Next month is Pride Month, as most everyone in the LGBTQ community is well-aware – but for fans of live theater, it’s a big month for another reason as well. That’s because the annual Hollywood Fringe Festival takes place June 7-24, and it’s a fantastic opportunity to see the kind of small, edgy stage performances you won’t be getting with your season subscription to the Ahmanson.
If you’re not familiar, Fringe Festivals exist throughout the world as havens for underground and emerging arts scenes. The concept was hatched in Edinburgh, Scotland, in 1947, when eight performance groups appeared uninvited on the “fringes” of the exclusive Edinburgh International Festival. The Edinburgh Fringe Festival has since grown into the largest arts festival in the world; with an annual gross of over $100 million (benefiting the local economy), it stands as the biggest tourist draw in the U.K.
Fringe Festivals have since sprung up in dozens of cities across the world. The Hollywood edition is an annual, open-access, community-derived event celebrating freedom of expression and collaboration in the performing arts community. Participation is completely open and uncensored, underlining the festival’s mission to be a platform for artists without the barrier of a curative body.
It’s also completely non-profit. The festival gives 100% of box office revenue back to participating artists and venues – over 1.8 million dollars since the inaugural festival in 2010.
This year’s festival, like those before, features an enormous slate of productions. We’ve singled out a selection of specifically LGBTQ-themed plays here – but a complete list of shows, along with schedule and ticket information, is available at the Fringe website.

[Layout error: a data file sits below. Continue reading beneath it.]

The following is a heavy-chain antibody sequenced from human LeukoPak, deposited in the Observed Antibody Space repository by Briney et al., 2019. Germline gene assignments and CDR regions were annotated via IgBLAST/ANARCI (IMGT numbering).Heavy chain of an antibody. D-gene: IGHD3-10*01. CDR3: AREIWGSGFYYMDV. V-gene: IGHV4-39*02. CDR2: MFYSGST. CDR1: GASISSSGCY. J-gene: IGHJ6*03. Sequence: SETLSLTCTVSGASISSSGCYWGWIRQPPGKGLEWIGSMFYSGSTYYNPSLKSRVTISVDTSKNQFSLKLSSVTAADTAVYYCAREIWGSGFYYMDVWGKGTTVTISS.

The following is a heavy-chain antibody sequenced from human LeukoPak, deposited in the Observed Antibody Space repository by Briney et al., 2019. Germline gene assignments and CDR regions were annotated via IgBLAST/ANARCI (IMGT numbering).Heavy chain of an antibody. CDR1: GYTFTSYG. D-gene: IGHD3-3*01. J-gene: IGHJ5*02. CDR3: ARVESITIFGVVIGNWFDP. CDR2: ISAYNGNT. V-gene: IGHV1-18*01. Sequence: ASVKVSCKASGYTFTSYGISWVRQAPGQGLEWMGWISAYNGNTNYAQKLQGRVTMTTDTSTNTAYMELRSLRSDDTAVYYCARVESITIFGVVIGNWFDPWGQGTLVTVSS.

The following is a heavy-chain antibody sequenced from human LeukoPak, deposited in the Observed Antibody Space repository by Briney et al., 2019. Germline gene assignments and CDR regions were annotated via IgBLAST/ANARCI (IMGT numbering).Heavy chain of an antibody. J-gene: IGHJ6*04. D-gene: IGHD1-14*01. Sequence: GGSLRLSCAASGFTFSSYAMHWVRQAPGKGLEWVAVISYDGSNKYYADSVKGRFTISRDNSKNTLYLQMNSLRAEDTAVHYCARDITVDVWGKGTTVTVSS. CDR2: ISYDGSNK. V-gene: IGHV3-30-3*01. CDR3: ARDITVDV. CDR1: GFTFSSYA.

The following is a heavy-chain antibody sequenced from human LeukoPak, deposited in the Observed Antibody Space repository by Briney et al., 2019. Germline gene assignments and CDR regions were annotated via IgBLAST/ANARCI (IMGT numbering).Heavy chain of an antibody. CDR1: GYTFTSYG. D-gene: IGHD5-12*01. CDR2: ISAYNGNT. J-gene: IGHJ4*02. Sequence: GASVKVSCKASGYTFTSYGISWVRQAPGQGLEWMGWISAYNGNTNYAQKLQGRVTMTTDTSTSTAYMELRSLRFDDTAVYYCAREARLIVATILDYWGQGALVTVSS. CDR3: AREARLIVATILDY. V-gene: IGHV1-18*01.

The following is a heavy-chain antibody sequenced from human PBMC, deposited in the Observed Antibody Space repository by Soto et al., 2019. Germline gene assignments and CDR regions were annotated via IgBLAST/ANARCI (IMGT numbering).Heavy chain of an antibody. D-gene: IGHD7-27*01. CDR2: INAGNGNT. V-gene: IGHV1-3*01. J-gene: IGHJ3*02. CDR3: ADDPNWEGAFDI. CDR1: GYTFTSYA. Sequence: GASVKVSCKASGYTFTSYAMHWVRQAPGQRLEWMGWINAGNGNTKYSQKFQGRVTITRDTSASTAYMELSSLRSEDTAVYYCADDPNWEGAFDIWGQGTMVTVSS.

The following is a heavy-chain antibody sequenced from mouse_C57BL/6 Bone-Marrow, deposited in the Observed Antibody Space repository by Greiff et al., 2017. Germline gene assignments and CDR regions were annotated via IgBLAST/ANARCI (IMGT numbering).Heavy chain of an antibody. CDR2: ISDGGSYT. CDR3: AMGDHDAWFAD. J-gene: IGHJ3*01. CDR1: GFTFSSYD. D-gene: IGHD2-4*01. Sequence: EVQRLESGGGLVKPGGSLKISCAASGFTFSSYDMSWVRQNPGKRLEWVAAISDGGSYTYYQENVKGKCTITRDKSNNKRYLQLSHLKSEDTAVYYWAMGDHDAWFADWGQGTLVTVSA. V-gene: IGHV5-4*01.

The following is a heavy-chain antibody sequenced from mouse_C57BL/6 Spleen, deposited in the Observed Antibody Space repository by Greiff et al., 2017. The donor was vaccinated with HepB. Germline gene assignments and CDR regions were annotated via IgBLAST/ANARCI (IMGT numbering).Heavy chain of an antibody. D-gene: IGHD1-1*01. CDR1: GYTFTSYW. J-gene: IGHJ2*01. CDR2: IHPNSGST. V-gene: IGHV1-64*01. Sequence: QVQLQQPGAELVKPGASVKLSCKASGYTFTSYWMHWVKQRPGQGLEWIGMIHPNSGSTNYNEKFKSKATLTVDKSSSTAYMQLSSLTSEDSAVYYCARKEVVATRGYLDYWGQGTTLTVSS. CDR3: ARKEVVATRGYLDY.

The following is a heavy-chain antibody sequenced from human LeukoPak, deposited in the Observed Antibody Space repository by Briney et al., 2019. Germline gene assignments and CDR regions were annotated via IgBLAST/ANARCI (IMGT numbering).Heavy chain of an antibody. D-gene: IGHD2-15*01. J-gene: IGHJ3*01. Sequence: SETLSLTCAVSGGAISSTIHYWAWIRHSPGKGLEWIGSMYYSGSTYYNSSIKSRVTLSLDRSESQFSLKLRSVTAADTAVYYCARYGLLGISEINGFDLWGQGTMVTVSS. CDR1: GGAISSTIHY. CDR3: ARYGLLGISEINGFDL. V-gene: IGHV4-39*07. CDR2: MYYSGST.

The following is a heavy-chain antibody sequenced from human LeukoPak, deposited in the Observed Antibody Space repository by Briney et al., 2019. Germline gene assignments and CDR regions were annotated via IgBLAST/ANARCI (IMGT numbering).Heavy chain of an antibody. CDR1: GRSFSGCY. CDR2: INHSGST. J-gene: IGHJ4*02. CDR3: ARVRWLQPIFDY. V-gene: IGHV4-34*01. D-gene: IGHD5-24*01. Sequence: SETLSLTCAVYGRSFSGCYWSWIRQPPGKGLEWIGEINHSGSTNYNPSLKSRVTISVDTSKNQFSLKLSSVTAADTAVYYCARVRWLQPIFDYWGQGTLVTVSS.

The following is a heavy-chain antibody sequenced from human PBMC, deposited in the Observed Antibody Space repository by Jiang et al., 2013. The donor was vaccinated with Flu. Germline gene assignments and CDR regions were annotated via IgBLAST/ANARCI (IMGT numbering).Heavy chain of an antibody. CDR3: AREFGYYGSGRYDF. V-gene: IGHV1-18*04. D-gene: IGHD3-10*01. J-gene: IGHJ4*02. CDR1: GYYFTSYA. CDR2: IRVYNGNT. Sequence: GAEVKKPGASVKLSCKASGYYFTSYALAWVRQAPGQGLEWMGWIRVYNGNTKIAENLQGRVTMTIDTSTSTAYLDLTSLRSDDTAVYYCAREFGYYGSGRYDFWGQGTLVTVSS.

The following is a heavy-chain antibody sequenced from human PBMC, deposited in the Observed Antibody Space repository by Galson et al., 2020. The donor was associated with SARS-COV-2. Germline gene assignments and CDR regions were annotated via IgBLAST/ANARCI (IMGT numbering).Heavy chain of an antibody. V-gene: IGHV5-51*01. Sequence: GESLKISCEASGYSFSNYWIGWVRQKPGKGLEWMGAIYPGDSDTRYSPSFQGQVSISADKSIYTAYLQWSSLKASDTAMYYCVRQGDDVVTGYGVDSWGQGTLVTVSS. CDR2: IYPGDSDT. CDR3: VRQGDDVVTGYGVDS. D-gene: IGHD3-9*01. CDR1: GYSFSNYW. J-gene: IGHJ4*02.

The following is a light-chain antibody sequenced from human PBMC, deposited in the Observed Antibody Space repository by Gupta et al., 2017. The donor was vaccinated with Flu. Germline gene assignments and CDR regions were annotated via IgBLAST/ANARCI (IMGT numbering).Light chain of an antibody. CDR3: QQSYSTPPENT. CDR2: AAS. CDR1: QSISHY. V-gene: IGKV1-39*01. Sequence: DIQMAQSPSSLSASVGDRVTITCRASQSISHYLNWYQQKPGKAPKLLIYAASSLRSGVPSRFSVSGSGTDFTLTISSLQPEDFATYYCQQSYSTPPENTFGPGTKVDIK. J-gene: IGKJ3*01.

“Lady Parts” (by Maria Wilson and Bethany Vee): An exploration of two women’s journeys from childhood to a non-conforming adulthood as slightly awkward, mostly outrageous “ladies.” Covering everything from sexuality to religion, it addresses the expectations today’s society imposes on women about what they should be.
“The Book That I’m Going to Write, by Judy Garland” (by Jason Powell): A solo performance featuring Powell as Judy Garland. Tasked with dictating her memoirs alone to a tape recorder, the legend’s life story quickly gives way to the searing inner-rage and personal revenge fantasies of a woman left broken by decades of abuse in Hollywood.
“Blind Spots” (by Colette Freedman): Politics become personal when the homophobic, reactionary president of a small New England college tries to quiet her sister’s poison pen by blackmailing her, leading to a showdown in which dark family secrets are exposed.
“The Importance of Being Oscar” (by Brandie June): An ensemble piece that follows Oscar Wilde at the end of his life. Released from prison, he discusses love, loss, morality and lack thereof. Laced with Wilde’s own words, it’s a whimsical and heartbreaking tribute to the gay literary icon.
“Amanda the Barbarian” (by Scott Langer): A love-letter to theater, following Amanda – a superstar in her own head – who hijacks a play-within-the-play and pushes her director and co-stars (one of whom is also her girlfriend) to the end of their ropes.